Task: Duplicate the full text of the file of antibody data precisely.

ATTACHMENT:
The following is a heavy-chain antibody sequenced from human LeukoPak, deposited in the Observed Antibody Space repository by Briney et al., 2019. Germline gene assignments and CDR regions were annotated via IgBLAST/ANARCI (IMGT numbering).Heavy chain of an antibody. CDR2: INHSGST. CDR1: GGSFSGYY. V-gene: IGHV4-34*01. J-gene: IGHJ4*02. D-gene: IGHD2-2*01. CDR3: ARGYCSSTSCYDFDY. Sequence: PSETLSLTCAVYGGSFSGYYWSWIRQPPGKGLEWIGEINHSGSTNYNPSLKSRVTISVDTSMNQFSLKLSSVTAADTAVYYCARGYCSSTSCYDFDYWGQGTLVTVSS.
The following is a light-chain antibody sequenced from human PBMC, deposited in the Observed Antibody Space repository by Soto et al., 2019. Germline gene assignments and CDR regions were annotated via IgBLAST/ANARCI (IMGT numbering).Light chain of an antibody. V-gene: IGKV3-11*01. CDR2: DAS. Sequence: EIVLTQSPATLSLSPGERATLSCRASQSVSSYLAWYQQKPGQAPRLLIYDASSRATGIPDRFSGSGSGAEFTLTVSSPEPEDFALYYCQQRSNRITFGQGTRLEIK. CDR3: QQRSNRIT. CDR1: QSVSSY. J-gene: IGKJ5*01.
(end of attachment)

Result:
The following is a heavy-chain antibody sequenced from human LeukoPak, deposited in the Observed Antibody Space repository by Briney et al., 2019. Germline gene assignments and CDR regions were annotated via IgBLAST/ANARCI (IMGT numbering).Heavy chain of an antibody. CDR2: INHSGST. CDR1: GGSFSGYY. V-gene: IGHV4-34*01. J-gene: IGHJ4*02. D-gene: IGHD2-2*01. CDR3: ARGYCSSTSCYDFDY. Sequence: PSETLSLTCAVYGGSFSGYYWSWIRQPPGKGLEWIGEINHSGSTNYNPSLKSRVTISVDTSMNQFSLKLSSVTAADTAVYYCARGYCSSTSCYDFDYWGQGTLVTVSS.
The following is a light-chain antibody sequenced from human PBMC, deposited in the Observed Antibody Space repository by Soto et al., 2019. Germline gene assignments and CDR regions were annotated via IgBLAST/ANARCI (IMGT numbering).Light chain of an antibody. V-gene: IGKV3-11*01. CDR2: DAS. Sequence: EIVLTQSPATLSLSPGERATLSCRASQSVSSYLAWYQQKPGQAPRLLIYDASSRATGIPDRFSGSGSGAEFTLTVSSPEPEDFALYYCQQRSNRITFGQGTRLEIK. CDR3: QQRSNRIT. CDR1: QSVSSY. J-gene: IGKJ5*01.